Empty-nest syndrome? Nope, a chance to finally commit to YOUR life

Jul 21, 2017
Empty nest syndrome is a real thing.

As a woman, when you become a mother you think of your children first. They are your priority, even before your husband or partner. This can also be true for men with their wives.

You spend a lot of time taking care of them, teaching them all what you know, doing your best to raise them up in a correct way.

When children are young their needs are mainly around comfort: to be well fed, cleaned, pampered and cherished. After a while, as teenagers, they are completely against everything you suggest, or try to impose. They often think everything is rubbish and useless.

As a good mother you provide everything they need, work hard to earn enough money to allow them to be safe, to allow them to dress like their idol and to let them have their own hobbies. Year after year, it becomes an automatic reflex. You go on without thinking about it. It’s inside you. It is you.

One day they finally end their studies, find their first job and decide to leave home, to leave the nest.

When you have children you are happy with that. You have succeeded. You go on working hard, until your youngest kid leaves home. When this day comes, you are proud and say, “What a great adventure ending after so many years! I can do what I want again. I can think about me at first!”. Your ‘freedom’ is back!

Nevertheless, this excitement fades rapidly. You finally become aware that your kids are autonomous and independent adults now. They almost no longer need you. Actually, you might even like to fill in this empty space in your life.

For parents, their relationship moves on. You have to (re)learn how to function together without your children. In some cases it can be a challenge. Yet, what if this “empty nest” syndrome was finally a chance to commit to your life? What could you choose for you?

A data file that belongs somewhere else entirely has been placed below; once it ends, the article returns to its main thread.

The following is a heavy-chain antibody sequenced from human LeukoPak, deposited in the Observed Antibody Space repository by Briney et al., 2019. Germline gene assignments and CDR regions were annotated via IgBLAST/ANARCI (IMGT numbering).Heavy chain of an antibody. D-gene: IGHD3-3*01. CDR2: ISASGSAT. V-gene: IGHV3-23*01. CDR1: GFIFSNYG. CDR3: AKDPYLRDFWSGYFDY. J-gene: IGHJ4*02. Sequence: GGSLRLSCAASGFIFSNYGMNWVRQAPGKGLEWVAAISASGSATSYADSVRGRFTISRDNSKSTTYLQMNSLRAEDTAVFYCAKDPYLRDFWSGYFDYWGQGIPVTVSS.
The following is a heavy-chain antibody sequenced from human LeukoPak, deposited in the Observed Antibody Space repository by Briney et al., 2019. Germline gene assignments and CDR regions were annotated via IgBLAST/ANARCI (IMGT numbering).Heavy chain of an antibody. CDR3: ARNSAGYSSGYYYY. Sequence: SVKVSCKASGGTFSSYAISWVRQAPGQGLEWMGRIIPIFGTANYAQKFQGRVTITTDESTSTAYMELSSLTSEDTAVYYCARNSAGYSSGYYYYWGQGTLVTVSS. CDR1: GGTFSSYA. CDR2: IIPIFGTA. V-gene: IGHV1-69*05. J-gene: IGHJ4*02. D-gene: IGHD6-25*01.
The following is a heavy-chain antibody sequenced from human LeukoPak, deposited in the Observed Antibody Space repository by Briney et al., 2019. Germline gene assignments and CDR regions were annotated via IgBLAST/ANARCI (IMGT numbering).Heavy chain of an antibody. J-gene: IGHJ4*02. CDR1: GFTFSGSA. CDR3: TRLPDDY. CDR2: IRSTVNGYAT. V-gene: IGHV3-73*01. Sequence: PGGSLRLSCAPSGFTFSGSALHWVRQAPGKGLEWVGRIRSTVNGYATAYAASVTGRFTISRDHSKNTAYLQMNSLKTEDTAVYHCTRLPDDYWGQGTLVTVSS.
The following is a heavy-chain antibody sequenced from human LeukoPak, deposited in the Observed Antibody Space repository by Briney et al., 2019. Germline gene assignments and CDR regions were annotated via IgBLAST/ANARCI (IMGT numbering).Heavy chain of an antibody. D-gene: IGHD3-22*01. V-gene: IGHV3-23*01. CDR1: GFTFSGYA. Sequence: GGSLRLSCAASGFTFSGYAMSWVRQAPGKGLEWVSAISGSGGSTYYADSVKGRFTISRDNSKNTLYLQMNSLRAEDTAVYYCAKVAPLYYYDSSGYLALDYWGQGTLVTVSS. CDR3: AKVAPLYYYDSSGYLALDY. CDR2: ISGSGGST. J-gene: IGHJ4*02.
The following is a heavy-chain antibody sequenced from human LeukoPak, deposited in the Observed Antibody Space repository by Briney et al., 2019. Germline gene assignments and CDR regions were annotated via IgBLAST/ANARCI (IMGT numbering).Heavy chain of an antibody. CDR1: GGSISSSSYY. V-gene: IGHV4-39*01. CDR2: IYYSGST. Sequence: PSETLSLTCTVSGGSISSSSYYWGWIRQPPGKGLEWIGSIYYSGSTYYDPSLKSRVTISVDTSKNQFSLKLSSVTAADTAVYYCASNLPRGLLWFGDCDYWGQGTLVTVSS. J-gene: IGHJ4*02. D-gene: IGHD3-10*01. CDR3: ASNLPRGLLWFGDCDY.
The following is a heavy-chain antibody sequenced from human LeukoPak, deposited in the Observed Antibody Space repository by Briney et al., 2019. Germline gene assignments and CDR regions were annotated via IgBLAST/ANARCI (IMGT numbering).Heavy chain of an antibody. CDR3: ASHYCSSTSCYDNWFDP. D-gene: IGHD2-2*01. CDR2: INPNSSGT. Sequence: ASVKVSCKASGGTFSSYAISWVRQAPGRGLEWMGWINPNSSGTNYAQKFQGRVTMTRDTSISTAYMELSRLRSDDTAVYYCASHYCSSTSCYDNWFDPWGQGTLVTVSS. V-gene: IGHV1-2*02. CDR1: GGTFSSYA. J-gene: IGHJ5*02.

Don’t listen to points of view like “you have to”, “you are able to”, “it should be better if you”. Choose what works for you. You may think some will think of you as a selfish parent. It’s not about being selfish. It’s about being in good shape and then being able to do what you desire. Is now the time to listen to yourself first? When you are healthy you can help others in a better way, if it is your choice.

Here are seven tips to help you find what your purpose is in life, besides your children.

Go all-in

What about improving your career and getting a promotion or more responsibilities? You have more time and you can choose to spend it at your office or in your work environment.

Get paid

If you were a full-time mother you could ask questions to see what you’d like to do. What about creating a business using all your talents? What is the activity you like to do all day long? What if you could do that and get paid for it?

Pick a hobby

Hobbies are another way to spend your time. There are many possibilities nearby in your city to meet new people or engage in new activities.

Join in

You can also join an association or group. There are many ways to help people around you by giving a part of your time.


What about sharing and trading your skills with other people? Just for fun or for money it doesn’t matter. You’d be surprised to discover what you know!

Go back to school

Another idea could be to go back to school and learn what you always wished to learn but didn’t have time to.


Don’t forget to save time for you. Read a book, go for a walk or just stand looking around if you like. The idea is to get more peace and space in you. Some alternative solutions could also help you like yoga, meditation or sophrology. Why not look at different possibilities and see what works for you? Expos and fairs are good places to taste and choose your next activity.

What is important is to begin to think different and to finally choose yourself first. It’s not so easy at the beginning because you have lost this habit for years. So be kind with yourself, take the required time to go and (re)discover yourself and what makes you vibrate. Enjoy life again from a different point of view.

Did you suffer from empty-nest syndrome or did you relish getting your freedom back?

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